"Remember, we are coming from a place where banks were all things to all people in many respects. We now realize that is not a sustainable model."

Citigroup realized this first, mostly out of necessity. But it deserves credit for deciding in 2009 that it would cleave off huge, noncore businesses into Citi Holdings. Everything from its investment in Morgan Stanley Smith Barney to its consumer finance arm was put on the block.

Bank of America followed suit. Last November, after announcing the company was selling its stake in China Construction Bank Corp. and its Canadian credit card business, Chief Executive Brian Moynihan said, "Our strategy is clear: We have been transforming the company to deliver the franchise to our core customer groups … an international consumer card business under another brand is not consistent with that strategy."

With fewer financial problems there is less pressure on Wells Fargo and JPMorgan Chase, but they too, as well as many of the large banks just below this top tier, are rethinking their strategies in light of new regulations and competitive realities.

"There is going to be a very significant volume of carveouts, spinoffs and divestiture-type transactions," Contri says. "The next two years will be a moving chessboard of banks re-establishing their position and shedding businesses.

"I think we emerge out of that in two or three years, maybe four years, with a very different, interesting landscape. We'll have more specialized players that are more efficient and better at deploying capital and better at managing risk in the businesses that they decide to focus on strategically.

"We will have fewer banks that are really spread broadly across the landscape."

Not every bank will succeed.

"It is very clear that this is the period of time when winners and losers will shake out," Garabedian says. "It is also clear that there are certain institutions that are still caught in crisis mode."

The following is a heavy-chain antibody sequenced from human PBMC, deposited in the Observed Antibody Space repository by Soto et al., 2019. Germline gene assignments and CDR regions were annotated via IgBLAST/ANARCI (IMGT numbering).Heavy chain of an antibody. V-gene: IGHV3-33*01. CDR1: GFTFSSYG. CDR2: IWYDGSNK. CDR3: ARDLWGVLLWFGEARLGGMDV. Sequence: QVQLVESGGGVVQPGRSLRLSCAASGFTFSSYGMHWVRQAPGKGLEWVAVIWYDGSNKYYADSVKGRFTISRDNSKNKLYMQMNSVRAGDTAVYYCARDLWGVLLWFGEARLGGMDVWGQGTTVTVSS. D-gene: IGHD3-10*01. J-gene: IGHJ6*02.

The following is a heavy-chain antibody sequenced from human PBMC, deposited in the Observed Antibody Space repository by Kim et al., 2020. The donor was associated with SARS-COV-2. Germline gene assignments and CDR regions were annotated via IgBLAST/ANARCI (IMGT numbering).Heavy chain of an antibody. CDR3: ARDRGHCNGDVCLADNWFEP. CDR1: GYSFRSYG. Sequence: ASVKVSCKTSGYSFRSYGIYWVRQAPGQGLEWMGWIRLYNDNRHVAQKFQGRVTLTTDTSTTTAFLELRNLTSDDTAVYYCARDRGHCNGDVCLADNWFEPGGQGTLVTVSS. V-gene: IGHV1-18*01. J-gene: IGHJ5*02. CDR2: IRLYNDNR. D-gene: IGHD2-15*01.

Those banks may lose market share, talent and ultimately "control over their destiny."

But Garabedian agreed the end result will be a stronger financial system.

"The move by banks to focus more on their core areas of strength is a good thing and will make them better and safer," he says. "The stronger balance sheets and higher capital requirements will also make the individual banks and the sector safer."

Contri expects "more efficient and profitable institutions" will result — "institutions that are better at the markets and products that they serve and therefore deliver more innovation and better customer service."

"Risk management will improve because banks will understand their markets better and they will understand the businesses that they are in better because they are more focused strategically on businesses that they really know how to make money in," Contri says.

Stephens notes the industry got into trouble because banks "took on too many differentiated things that they weren't necessarily that great at."

So this refocusing should result in "more streamlined organizations that are much more focused on their customers, their products and, very importantly, how they risk-manage those products."

Contri agrees.

"You will have more focused institutions that are truer to their strategy, that are aligned in businesses where they are best conditioned to make money and manage risk and serve customers," he says. "That will make stronger institutions, and frankly lower systemic risk, which I think will make the industry more attractive to investors."

If they are right, these changes could make the system significantly safer. Isn't it about time we start thinking constructively about the industry's future?

Barb Rehm is American Banker's editor at large. She welcomes feedback to her column at Barbara.Rehm@SourceMedia.com. Follow her on Twitter at @barbrehm.